Roane County Park recipient of $50,000 state grant

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Roane County Park is the recipient of a $50,000 state grant to remove and replace existing playground equipment with ADA-compliant equipment.

“Our parks are a very important part of our communities,” said state Sen. Ken Yager, R-Harriman. “This grant will update our equipment and help ensure that all children
have access to the playground.”

Roane County Park was among 50 recipients across the state that received part of $6.9 million in Local Parks and Recreation Fund grants.

“Our quality of life is directly linked to the quality of our parks and outdoor spaces,” said Tennessee Gov. Bill Haslam.

“Recreational facilities are important not only to Tennesseans but for the many visitors we attract to our state each year.”

Also included among the grant recipients is the town of Oliver Springs.

“I’ve had the opportunity to visit several of these communities throughout the last few weeks, and I am pleased to be in a position to provide funding for the benefit of all Tennesseans,” said Haslam, who recently traveled to Oliver Springs to award the $100,000 in grant funds for Carmichael and Arrowhead parks.

Funds for Carmichael Park will be used to construct an access road and parking lot, the addition of a large pavilion and a new playground.

Arrowhead Park grant monies will be used for upgrades and expansions, including the addition of a large pavilion, removing old tennis courts to create a new playground area, and refurbishing and converting tennis courts into a new basketball court facility.

 “I was happy to support these grants because local parks and recreation opportunities provide families with free, wholesome recreation opportunities,” Yager said.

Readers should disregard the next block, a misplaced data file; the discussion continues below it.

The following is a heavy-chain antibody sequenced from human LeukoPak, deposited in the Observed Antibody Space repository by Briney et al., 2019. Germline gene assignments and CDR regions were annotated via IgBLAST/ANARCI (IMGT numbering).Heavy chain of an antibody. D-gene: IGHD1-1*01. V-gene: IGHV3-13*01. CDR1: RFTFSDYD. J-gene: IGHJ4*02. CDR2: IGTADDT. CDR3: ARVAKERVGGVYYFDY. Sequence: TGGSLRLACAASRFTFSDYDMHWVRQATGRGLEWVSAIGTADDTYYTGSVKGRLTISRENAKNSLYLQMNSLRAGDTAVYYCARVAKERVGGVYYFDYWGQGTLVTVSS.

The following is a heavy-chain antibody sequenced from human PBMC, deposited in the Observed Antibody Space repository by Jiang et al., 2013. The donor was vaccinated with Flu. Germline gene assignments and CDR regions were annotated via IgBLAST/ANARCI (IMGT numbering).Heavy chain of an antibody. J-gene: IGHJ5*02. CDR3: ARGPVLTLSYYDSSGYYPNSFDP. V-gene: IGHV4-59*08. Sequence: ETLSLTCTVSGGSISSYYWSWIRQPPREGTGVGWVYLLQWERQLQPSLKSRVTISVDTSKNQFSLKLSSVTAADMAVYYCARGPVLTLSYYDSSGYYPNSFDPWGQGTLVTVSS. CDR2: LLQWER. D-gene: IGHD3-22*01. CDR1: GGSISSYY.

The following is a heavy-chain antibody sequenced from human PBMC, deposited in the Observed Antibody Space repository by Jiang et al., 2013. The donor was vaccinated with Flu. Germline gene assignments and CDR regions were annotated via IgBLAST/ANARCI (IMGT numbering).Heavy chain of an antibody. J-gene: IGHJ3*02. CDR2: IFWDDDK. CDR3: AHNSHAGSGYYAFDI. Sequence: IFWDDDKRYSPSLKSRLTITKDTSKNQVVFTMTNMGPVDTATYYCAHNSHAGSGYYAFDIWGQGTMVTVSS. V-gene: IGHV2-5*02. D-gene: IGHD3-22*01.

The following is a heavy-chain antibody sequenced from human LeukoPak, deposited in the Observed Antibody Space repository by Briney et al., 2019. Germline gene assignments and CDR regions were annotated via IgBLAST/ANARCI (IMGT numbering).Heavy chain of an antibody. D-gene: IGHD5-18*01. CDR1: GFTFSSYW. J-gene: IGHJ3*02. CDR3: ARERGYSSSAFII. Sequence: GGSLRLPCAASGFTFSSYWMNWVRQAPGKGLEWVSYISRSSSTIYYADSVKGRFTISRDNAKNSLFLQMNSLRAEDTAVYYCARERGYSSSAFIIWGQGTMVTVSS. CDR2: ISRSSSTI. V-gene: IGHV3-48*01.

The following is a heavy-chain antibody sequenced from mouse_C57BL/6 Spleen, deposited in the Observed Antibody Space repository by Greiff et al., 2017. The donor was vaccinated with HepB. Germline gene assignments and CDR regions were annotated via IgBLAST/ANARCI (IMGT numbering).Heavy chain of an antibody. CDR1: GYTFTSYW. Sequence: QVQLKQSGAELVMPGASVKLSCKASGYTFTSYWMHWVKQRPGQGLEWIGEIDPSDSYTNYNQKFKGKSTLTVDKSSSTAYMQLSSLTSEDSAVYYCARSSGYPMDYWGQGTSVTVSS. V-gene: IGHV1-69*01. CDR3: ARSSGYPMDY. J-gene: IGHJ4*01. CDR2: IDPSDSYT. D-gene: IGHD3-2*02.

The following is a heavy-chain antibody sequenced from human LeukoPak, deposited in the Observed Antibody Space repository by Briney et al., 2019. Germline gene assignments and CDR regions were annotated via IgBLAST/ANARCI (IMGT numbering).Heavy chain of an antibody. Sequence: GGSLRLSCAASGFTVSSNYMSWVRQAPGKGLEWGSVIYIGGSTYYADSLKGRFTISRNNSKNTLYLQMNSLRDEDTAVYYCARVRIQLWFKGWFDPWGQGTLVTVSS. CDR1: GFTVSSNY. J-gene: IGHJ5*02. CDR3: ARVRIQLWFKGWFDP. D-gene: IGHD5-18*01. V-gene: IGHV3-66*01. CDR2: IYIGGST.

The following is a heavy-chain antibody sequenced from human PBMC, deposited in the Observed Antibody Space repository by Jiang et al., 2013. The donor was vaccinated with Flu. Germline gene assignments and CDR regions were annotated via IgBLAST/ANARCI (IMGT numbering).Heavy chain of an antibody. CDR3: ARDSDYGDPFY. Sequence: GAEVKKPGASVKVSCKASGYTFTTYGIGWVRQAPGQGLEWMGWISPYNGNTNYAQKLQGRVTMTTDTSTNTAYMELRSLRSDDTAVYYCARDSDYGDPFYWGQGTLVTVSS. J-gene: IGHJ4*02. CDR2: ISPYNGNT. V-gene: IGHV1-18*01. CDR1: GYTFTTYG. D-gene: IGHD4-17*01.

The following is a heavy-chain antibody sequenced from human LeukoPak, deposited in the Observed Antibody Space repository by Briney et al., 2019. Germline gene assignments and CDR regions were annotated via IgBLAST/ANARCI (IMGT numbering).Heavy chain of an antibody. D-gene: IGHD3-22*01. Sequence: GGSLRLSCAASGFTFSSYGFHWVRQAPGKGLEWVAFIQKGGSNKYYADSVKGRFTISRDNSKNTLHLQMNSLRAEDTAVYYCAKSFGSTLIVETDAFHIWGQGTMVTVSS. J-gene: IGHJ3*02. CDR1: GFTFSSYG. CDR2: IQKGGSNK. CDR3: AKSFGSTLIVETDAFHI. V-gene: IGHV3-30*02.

“I want to thank our local officials who submitted the successful application and who were instrumental in helping secure these funds.”

The Local Parks and Recreation Fund grant program was established by the General Assembly in 1991 to provide local governments with funds to purchase land for parks, natural areas, greenways and recreational facilities.

The funds also may be used for development of trails and projects in parks, natural areas and greenways.

All Local Parks grants require a 50 percent match by the recipient.

Haslam proposed, and the General Assembly approved, re-establishing the grant program in this year’s budget using a portion of the state’s real estate transfer tax.

“Gov. Haslam’s proposal and the General Assembly’s approval to restore these funds helps local communities purchase lands for parks, natural areas, greenways and recreational facilities,” said Environment and Conservation Commissioner Bob Martineau.

“These grants are specifically designed to help local communities improve their green spaces, making the great outdoors even more accessible for all to enjoy.”

Grant recipients were selected through a scoring process with careful consideration given to the projects that met the selection criteria and expressed the greatest local recreation need.

Visit www.tn.gov/environment/recreation/grants.shtml for more about the Local Parks and Recreation Fund grant program and other recreation or conservation-based grant programs available in the future.